Thinking about humour, I am reminded of an old army story. In 1945 the New Zealand Division fought a costly street-by-street battle against the retreating German army to take the city of Trieste in northern Italy. Once the city was secured, the Americans decided a victory parade was in order, to be headed by the elite US Marines. It was pointed out that the Americans had arrived after the battle had finished and that the fighting had been done by the New Zealanders. The Italian campaign was nevertheless being run by US Army command and the parade went ahead as planned. In front came the US Marines, with a large banner bearing their emblem and the words "US Marines. Second to None". Behind them marched the New Zealanders carrying a large sheet upon which was written the word "None". This squares my shoulders nicely. I'll have what they're having.
The New Zealand sense of humour is said to be laconic, under-stated and self-deprecating. Even if true this is not very helpful, as the same claim is not unreasonably made for the humour of the Scots, the Irish, the English, the Australians, the Russians, the Canadians and the Ancient Greeks, among others. North American humour rests on a writing tradition also rich in irony, laconic delivery and litotes. Mark Twain, Robert Benchley, Thurber, Dorothy Parker and Ruth Draper were all people whisperers. Dave Barry and many other writers enrich this tradition today.
In Ancient Greece, irony was considered "the glory of the slaves", suggesting that you can't have irony from above. How the world can consist only of underdogs is an interesting question. It may be that an ironical perspective emerges from the underclass of each society or in each of us, and that these are not national characteristics at all. When my generation was growing up there was no television and no New Zealand radio comedy. This was not because New Zealanders weren't funny. A lot of our parents had just returned from the war and if they had a gift for humour it wasn't much use professionally; it was just part of their personality. They didn't tell jokes, they just talked very well, often about local things. A man once described a friend from the hill country as having ears a bit further back than the rest of us. "It's the wind," he said, "They get these very big westerlies. He had to go and get his wife from up near Opotiki the other day. She'd gone to hang the washing out. She still had the peg basket."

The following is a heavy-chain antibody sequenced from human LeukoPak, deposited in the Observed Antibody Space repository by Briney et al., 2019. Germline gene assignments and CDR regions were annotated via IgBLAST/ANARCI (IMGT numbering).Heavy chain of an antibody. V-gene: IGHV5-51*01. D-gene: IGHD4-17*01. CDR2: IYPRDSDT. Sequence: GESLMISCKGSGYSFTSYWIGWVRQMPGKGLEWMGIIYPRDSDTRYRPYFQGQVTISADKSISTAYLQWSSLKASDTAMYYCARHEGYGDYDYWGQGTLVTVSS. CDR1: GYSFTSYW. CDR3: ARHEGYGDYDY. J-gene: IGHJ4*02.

World War II was the biggest conflict in human history. Seventy million people were killed. An important aspect of dealing with the carnage, the tragedy and waste was humour. It helped articulate what the Allies were fighting against and it fortified resolution and hope. There was humour in concerts for the troops, in books and magazines and there was radio. Humour that is identifiable as coming from New Zealand emerged at this time.